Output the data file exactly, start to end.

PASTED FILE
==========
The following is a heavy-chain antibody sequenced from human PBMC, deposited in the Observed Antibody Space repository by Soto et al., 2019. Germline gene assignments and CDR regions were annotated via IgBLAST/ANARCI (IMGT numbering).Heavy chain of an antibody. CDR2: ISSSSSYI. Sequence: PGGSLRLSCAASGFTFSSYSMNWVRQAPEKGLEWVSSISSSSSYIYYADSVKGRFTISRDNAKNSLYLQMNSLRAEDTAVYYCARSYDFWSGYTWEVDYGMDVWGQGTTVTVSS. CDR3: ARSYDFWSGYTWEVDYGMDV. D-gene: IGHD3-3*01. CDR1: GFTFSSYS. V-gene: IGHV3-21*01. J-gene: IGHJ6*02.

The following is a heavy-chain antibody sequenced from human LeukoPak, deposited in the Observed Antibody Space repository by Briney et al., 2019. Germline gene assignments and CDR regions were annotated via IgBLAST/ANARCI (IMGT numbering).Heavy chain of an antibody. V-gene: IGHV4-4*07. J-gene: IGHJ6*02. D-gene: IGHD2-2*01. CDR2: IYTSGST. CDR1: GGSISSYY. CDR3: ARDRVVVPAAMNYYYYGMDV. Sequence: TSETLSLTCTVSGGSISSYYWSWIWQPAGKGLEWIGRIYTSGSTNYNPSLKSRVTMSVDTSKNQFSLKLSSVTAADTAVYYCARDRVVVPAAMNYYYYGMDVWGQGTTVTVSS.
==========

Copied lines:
The following is a heavy-chain antibody sequenced from human PBMC, deposited in the Observed Antibody Space repository by Soto et al., 2019. Germline gene assignments and CDR regions were annotated via IgBLAST/ANARCI (IMGT numbering).Heavy chain of an antibody. CDR2: ISSSSSYI. Sequence: PGGSLRLSCAASGFTFSSYSMNWVRQAPEKGLEWVSSISSSSSYIYYADSVKGRFTISRDNAKNSLYLQMNSLRAEDTAVYYCARSYDFWSGYTWEVDYGMDVWGQGTTVTVSS. CDR3: ARSYDFWSGYTWEVDYGMDV. D-gene: IGHD3-3*01. CDR1: GFTFSSYS. V-gene: IGHV3-21*01. J-gene: IGHJ6*02.

The following is a heavy-chain antibody sequenced from human LeukoPak, deposited in the Observed Antibody Space repository by Briney et al., 2019. Germline gene assignments and CDR regions were annotated via IgBLAST/ANARCI (IMGT numbering).Heavy chain of an antibody. V-gene: IGHV4-4*07. J-gene: IGHJ6*02. D-gene: IGHD2-2*01. CDR2: IYTSGST. CDR1: GGSISSYY. CDR3: ARDRVVVPAAMNYYYYGMDV. Sequence: TSETLSLTCTVSGGSISSYYWSWIWQPAGKGLEWIGRIYTSGSTNYNPSLKSRVTMSVDTSKNQFSLKLSSVTAADTAVYYCARDRVVVPAAMNYYYYGMDVWGQGTTVTVSS.